Parliamentary report concludes that the UK’s focus on gold open access may eat into research budgets

The UK government is making a mistake in focusing solely on full open-access to published research findings, according to a new Parliamentary report. This policy is forcing universities to dip into already stretched research budgets.

In July 2012, the UK government backed the Finch report which recommended ‘gold’ open-access, even though it could cost higher education an extra £50–60 million a year. The ‘gold’ route is where open-access journals make their articles available for free. Journals often charge authors for publication. The ‘green’ route is where authors can deposit copies of their articles in repositories, often run by institutions, alongside their publication in journals; the paper becomes open-access after an embargo period set by the publisher.

‘At a time when the budgets of universities are under great pressure, it is unacceptable that the government has issued an open-access policy that will require considerable subsidy from research budgets in order to both maintain [non-open-access ] journal subscriptions and cover article processing charges,’ comments Adrian Bailey, MP, chair of the Department of Business, Innovation and Skills Committee. It’s vital that green access and repositories play a role in the transition to open-access, he argues.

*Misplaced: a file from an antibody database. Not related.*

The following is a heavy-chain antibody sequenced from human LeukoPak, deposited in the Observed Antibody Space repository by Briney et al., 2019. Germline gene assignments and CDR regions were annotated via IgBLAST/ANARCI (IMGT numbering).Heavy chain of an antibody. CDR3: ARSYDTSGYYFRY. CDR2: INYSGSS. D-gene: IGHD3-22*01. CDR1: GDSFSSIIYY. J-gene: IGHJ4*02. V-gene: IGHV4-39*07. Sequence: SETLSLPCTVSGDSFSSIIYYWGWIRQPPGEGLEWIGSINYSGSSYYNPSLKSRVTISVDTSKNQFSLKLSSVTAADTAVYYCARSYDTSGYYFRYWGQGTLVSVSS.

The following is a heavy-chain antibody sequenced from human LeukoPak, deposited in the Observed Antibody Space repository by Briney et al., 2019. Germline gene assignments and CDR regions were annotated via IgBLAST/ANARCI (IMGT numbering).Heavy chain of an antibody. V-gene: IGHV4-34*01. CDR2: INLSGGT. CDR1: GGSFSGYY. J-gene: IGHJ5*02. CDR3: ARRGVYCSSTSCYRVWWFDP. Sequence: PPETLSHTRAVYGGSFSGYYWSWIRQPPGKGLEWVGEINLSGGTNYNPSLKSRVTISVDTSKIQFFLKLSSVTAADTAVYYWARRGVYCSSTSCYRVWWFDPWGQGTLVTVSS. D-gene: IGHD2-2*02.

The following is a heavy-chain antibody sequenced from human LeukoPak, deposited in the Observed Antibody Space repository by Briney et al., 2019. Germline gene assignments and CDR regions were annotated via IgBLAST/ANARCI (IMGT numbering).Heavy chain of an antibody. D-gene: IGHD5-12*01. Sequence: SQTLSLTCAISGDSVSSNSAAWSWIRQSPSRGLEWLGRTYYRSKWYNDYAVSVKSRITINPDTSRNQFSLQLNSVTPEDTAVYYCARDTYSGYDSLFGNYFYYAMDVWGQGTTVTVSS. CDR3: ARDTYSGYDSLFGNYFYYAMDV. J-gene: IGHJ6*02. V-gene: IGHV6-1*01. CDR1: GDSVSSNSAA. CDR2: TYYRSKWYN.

Bailey says that some elements of the scholarly publishing market are ‘dysfunctional’ and the government risks allowing the publishers to introduce longer embargoes, restrict access and increase costs.

The report’s recommendations include restricting embargo periods to six months for science subjects; offering financial support to universities for article charges; paying charges only to publishers of ‘pure’ gold rather than hybrid journals to eliminate the risk of ‘double-dipping’ (publishers don’t reduce their subscriptions in proportion to their increasing income from open-access articles); and seeking a reduction in VAT for e-journals (print journals are exempt).

Wendy Piatt, Director General of the Russell Group (RG) of universities, agrees the government should reconsider its preference for ‘gold’ access during the transition period. ‘It is vital that pursuing open access should not come at the expense of the UK’s world-class research,’ says Piatt. The RG estimates that Research Council funding will only cover the publication of 10% of research from its universities in the ‘gold’ format.

However, the Wellcome Trust disagrees with the Committee’s view. Robert Kiley of the Trust’s Library: ‘The gold model ensures that the outputs of research are available immediately for access and re-use in return for an upfront fee, whereas green access depends upon the continued existence of the subscription system, and ensures content remains locked behind paywalls for lengthy periods and where re-use rights are restricted. We believe that to achieve the shift away from the outdated subscription system, funders must back gold access now and recognise the cost of publication as an integral part of the cost of funding research.’

But David Knutson of Public Library of Science, a nonprofit publisher, says any path to full implementation of open-access requires a mixture of approaches. He adds that ‘the report strikes an important balance between the value of repositories as a mechanism for increasing access and the potential for a fully funded open-access system.’